Touch DJ is the first serious iPhone app for DJs allowing you to scratch and loop tracks, adjust the pitch and equalization and even add effects. All from the Palm of your hand. My turntables are suddenly looking really heavy.
After languishing in app store purgatory for eight weeks, Apple finally blessed Touch DJ (iTunes, $19.99) and approved it for sale in the App store. Touch DJ is a powerful DJ app that allows you to mix and blend two independent MP3/M4A music tracks on the fly.
In addition Touch DJ allows you to scratch and loop your tracks, adjust the pitch and equalization and even add effects – and it's quite intuitive. I was up and running almost right away and found myself around by experimenting with the various buttons in the well-designed interface.
There's two modes. Visual mixing allows you to beatmatch by lining up the low-bass (kick) parts of each track by dragging the waveforms up or down. Split mode requires a special L/R splitter and allows you to monitor the tracks on one channel while the other provides the master output. Like other music apps Touch DJ sounds best when connected to a good set of headphones or powered speakers.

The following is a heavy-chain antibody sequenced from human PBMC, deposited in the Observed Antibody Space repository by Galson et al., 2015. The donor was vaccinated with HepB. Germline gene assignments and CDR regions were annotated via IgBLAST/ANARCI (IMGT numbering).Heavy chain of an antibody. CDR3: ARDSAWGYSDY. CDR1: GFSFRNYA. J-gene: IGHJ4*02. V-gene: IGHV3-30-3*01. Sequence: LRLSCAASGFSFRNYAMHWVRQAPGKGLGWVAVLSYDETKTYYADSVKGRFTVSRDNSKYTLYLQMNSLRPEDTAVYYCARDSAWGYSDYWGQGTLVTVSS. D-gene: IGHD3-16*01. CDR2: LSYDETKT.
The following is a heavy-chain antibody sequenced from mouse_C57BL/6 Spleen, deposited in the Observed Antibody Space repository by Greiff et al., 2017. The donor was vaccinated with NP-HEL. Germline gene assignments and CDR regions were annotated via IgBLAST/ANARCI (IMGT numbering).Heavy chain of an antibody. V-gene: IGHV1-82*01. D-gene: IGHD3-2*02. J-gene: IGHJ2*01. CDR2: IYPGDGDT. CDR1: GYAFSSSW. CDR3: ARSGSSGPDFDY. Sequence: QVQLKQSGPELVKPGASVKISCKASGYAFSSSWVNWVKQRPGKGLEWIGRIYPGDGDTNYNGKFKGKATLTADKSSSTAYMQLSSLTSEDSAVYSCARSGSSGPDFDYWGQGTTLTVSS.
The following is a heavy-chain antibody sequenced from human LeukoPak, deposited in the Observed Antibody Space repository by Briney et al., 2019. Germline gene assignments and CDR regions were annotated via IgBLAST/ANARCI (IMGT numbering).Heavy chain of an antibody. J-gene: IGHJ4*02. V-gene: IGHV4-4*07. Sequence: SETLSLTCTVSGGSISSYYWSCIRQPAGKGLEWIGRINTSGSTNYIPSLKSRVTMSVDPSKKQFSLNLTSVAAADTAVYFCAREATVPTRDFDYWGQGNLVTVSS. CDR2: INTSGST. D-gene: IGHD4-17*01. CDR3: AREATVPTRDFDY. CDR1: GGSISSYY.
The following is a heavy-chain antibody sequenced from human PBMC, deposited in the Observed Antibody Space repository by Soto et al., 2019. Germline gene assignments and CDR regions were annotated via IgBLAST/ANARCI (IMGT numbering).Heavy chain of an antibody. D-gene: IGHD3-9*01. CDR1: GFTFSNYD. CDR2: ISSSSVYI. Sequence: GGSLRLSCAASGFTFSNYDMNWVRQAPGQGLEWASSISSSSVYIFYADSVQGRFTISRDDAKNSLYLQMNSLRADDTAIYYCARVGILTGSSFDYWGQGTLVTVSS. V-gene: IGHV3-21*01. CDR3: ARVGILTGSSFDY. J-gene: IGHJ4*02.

Touch DJ isn't going to fully replace a real pair of Technics 1200s or Pioneer CDJs and a mixer, but it's getting close. In 2004 Serato's Scratch Live revolutionized DJing by liberating DJs from their heavy crates of vinyl records, now a new breed of high power iPhone apps like Touch DJ has the potential to replace thousands of dollars in decks and mixers.
Touch DJ doesn't allow you to work with music from your own iPod library however, it's only drawback. But it's not Amidio, the developer's fault. A note on their Web site says that it's "a technical restriction which cannot be resolved." The workaround is to load tracks directly onto the iPhone with free companion software for Mac OS X and Windows.